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Calgary municipal candidates report vandalism to signs, anger on campaign trail

Calgary municipal candidates report vandalism to signs, anger on campaign trail

Several candidates in Calgary’s upcoming municipal election have experienced a rise in vandalism to signs and angry confrontations with voters in recent weeks.

Although sign vandalism isn’t rare for election campaigns, Zain Velji, the former manager for Naheed Nenshi’s 2017 campaign, said this election cycle has its differences.

“I don’t think I’ve seen anything like the stories we’re hearing right now in terms of lawn signs — not just being vandalized, but being taken apart,” Velji said.

“This is starting to seem much more politicized, and perhaps born out of an anger or discontent rather than boredom, or spare time, which is what it’s largely been credited to in years past.”

Ward 6 city councillor and mayoral candidate Jeff Davison has reported several incidents to police after signs and his campaign office were vandalized.

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One sign in particular referenced Davison’s six-year-old daughter after he spoke publicly about her kidney surgery, which had been cancelled at the Alberta Children’s Hospital when 75 per cent of surgeries were stopped to deal with the spike in COVID-19 patients.


A Jeff Davison mayoral campaign sign defaced in reference to his daughter’s cancelled surgery.


Supplied

Davison told Global News the vandalism began after he voted in favour of mandating the provincial proof-of-vaccination program in Calgary at a special meeting of city council last week.

“It’s a tough decision to have a young family and get into an election — you try to do your best to protect your kids from what’s going on out there in society,” Davison said Tuesday.

“When people cross a line, like has been done, and make your family a target of their anger, it’s inexcusable.”

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Fellow mayoral candidate Jyoti Gondek has also experienced an influx of signs vandalized in recent weeks.

It comes after 160 signs were stolen in the spring from various neighbourhoods in south Calgary.

“I’m very disappointed by it,” said Gondek’s campaign manager Stephen Carter.

“I guess in some ways I understand there is a tremendous amount of anger. This just isn’t the way to show it.”

Ward 8 city council candidate Cornelia Wiebe had a swastika marked on one of her signs, as more candidates continue to post photos of their damaged and defaced signs across the city.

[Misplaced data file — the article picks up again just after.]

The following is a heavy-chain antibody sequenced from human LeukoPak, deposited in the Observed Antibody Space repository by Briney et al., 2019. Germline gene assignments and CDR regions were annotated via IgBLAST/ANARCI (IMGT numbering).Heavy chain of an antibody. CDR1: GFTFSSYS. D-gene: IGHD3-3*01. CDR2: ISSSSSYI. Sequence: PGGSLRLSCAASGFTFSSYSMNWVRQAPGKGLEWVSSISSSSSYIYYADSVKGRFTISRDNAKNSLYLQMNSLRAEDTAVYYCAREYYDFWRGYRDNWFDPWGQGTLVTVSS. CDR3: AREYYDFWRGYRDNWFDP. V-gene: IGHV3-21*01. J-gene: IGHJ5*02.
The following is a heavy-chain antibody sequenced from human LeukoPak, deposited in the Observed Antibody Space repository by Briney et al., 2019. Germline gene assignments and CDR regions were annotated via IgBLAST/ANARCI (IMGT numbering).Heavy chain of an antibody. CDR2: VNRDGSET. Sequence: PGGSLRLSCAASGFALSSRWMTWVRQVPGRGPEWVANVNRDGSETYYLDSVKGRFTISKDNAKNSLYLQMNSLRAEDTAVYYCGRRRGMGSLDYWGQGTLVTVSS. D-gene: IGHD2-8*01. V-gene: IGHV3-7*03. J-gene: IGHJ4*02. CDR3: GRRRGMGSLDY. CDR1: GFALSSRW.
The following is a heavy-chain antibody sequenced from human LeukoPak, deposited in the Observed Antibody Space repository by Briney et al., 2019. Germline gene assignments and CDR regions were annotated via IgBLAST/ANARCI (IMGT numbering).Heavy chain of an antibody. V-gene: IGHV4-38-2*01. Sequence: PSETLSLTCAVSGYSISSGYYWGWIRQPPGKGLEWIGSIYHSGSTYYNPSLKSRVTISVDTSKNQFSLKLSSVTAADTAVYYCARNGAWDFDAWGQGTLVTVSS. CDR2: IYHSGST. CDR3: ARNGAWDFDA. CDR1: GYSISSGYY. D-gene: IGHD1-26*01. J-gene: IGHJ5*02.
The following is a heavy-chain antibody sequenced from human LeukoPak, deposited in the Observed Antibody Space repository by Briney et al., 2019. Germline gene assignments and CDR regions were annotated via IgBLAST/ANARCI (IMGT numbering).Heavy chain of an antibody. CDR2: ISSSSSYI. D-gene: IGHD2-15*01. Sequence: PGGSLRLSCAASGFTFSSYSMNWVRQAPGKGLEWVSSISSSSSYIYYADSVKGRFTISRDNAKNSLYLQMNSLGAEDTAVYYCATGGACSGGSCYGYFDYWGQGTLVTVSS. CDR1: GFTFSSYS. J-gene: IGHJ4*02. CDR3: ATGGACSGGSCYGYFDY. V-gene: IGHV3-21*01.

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However, that anger and frustration is also being felt at the doors, according to Ward 8 council candidate Courtney Walcott.

Walcott said door-knocking and campaigning has been an overall positive experience over the past eight months, but he called Monday night the “worst day” of his campaign.

Walcott said he was on the receiving end of racist and homophobic insults while campaigning at several homes, and said most of the anger starts with questions about his stance on the government response to the COVID-19 pandemic.

“A lot of these feelings and expressions that people are seeing right now with regard to vandalism, hate, and even some forms of violence — for many people that’s a common experience,” Walcott told Global News.

“These are not unknowns to many people, and yet now these same types of aggression, this same type of violence, is being exposed to a much broader base because of our COVID situation and much more polarizing views on it, because it affects everybody rather than just a marginalized group.”

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Ward 6 council candidate Lana Bentley said she has also experienced some of that anger about the COVID-19 response and some decisions by city council while campaigning on doorsteps in her area.

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“We have seen an escalation, people have been quite emotional in their frustration,” Bentley said.

“When somebody who resembles a politician shows up on your door, people are pretty motivated and hungry to be heard, and unfortunately how that feedback gets shared sometimes does have an aggressive edge to it.”

The recent incidents on the campaign trail are troubling for Velji, who believes it will be up to the next mayor and council to address in the hopes of improving the local political discourse.

There is concern the current anger and frustration could have downstream impacts in future municipal elections.

“There’s so many people, I suspect, that are observing these last two elections from the sidelines and saying, ‘I thought about it for a second to enter politics, but if it’s going to be like this, I might as well find something else to do with our time.’” Velji said.

“That’s a real shame to our democracy.”

Calgarians head to the polls for the municipal election on Oct. 18, with advance polls set to open as soon as Monday.




© 2021 Global News, a division of Corus Entertainment Inc.

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